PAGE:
[3] Survey of electronic money developments prepared by Committee on Payment and Settlement Systems (CPSS) of the central banks of Group of Ten countries, November 2001. Bank for International Settlements.

[4] Sec. 2 of Circular 649 dated 9 March 2009.

[5] Pilot projects are underway in Australia, Bolivia, Canada, Colombia, France, Japan, Korea, Malaysia, Mexico, Norway, South Africa, Taiwan, Thailand, the United Kingdom, the United States and Venezuela.

[6] Survey of electronic money developments prepared by Committee on Payment and Settlement Systems (CPSS) of the central banks of Group of Ten countries, November 2001. Bank for International Settlements.

[7] Ibid.

[8] Understanding e-money by Helen S. Andrade-Jimenez.

[9] Wikipedia, the free encyclopedia. Communications Accessed 11 April 2010.

[10] central bank to regulate e-money business. Accessed 11 April 2010.

[11] The Ducato project was announced on 12 September 2000 by Banksys, Europay International, Interpay, Proton World, Sermepa, Sistema 4B, Visa International and Cartes Bancaires (joined in January 2001). This is a pilot project covering schemes in Belgium, France, the Netherlands and Spain.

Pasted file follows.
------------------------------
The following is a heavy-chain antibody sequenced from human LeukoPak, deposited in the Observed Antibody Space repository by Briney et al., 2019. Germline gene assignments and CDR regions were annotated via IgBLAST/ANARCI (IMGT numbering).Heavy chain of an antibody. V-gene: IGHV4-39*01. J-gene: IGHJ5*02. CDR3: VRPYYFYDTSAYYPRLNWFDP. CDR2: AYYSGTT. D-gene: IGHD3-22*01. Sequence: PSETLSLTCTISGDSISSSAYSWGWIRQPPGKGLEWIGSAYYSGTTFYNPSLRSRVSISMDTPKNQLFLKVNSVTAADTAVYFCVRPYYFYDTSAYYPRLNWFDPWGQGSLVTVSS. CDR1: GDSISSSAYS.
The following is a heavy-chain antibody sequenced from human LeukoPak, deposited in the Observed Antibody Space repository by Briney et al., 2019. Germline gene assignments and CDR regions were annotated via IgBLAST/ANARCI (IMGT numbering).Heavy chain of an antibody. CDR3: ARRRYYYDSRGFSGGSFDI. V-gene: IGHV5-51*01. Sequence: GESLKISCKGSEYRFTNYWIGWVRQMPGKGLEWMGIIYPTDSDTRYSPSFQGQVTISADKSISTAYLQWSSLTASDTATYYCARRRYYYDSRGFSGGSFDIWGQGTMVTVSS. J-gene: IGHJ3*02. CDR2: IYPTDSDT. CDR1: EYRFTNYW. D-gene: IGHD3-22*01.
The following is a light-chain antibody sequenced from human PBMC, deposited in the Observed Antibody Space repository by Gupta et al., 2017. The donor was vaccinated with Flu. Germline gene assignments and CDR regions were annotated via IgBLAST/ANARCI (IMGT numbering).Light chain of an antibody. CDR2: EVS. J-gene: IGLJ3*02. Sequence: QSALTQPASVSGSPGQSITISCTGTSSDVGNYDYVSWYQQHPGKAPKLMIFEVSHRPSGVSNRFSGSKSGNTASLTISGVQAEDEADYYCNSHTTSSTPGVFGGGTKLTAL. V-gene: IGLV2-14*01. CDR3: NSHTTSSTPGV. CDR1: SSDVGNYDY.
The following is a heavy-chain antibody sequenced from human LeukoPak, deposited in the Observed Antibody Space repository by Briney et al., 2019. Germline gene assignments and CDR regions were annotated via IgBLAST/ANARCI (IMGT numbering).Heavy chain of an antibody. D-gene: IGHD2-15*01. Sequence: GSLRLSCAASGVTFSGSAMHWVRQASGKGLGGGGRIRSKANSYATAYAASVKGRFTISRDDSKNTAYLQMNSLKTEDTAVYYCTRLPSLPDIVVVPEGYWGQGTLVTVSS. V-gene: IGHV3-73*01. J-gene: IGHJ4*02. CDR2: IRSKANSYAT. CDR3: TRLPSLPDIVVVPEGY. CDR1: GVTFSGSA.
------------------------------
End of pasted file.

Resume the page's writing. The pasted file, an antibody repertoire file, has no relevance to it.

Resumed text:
[12] The central banks of Thailand, Korea and India are active in this area. Bank of England considers that these issues are best determined by market forces, but as part of its monitoring role looks for evidence of market failure in these areas.

[13] The Monetary Board, in its Resolution No. 324 dated 26 February 2009, approved the said guidelines.

[14] Sec. 3 of Circular 649 dated 9 March 2009.

[15] central bank to regulate e-money business. Accessed 11 April 2010.